Brocker.Org: Credit Default Rate Hits 4-Year High

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Bank card defaults in the U.S. rose for the fifth consecutive month and reached the highest levels since 2013, new data from S&P Dow Jones Indices and Experian shows.

Interest rates have continued to rise in the first quarter of 2017, making debt servicing harder for borrowers, which has led to the steady increase in defaults on credit cards that generally have higher interest rates than other debt. “Currently the debt service ratio for consumer credit — the percentage of disposable income required to service consumer credit debt — is 5.58%, up from its recent low of 4.92% in 2012 but lower than the 6.01% peak seen shortly before the financial crisis,” David M. Blitzer, Chairman of the Index Committee at S&P Dow Jones Indices said.

“The higher interest rates that most analysts expect over 2017-2018 are likely to combine with continued growth in consumer credit to push the debt service ratio back towards the 6% level.”

Regional Default Trends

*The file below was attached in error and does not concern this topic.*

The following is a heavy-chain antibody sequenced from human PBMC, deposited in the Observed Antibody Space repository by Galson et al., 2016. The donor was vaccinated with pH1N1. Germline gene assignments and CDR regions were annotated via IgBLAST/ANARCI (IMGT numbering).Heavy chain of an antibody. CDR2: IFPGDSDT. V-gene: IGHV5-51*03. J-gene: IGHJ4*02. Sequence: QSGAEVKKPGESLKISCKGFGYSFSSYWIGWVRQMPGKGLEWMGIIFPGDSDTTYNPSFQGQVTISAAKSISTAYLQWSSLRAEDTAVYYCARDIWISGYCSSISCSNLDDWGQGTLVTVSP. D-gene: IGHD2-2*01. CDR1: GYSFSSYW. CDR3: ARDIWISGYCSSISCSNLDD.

Of the five largest cities in the U.S., New York had the largest increase in default rates, which rose 15 basis points to 1.09 percent. Miami, Dallas and Los Angeles all reported decreases from a month prior; it was the first decline in Los Angeles for over six months. Nationwide, the South continues to have the highest level of bank card default rates, which rose above 3.5 percent. On a state basis Kentucky, Tennessee, Alabama, and Mississippi have the four highest levels of bank card defaults. (See also: Credit Cards and the Cashless Society)

Auto Loan Debt

In more upbeat news, S&P Dow Jones Indices reported that auto loan debt fell 5 basis points to 1 percent. The $1.2 trillion market has been under fire of late. Last month the New York Fed said that over 6 million Americans are at least 90 days behind on their auto loan payments. While the auto loan market does not pose a systemic risk to the U.S. economy, the industry – both makers and suppliers – accounts for 3 percent of U.S. gross domestic product, according to the American Automotive Policy Council. (See also: Auto Delinquency Rates Near 2008 Highs)

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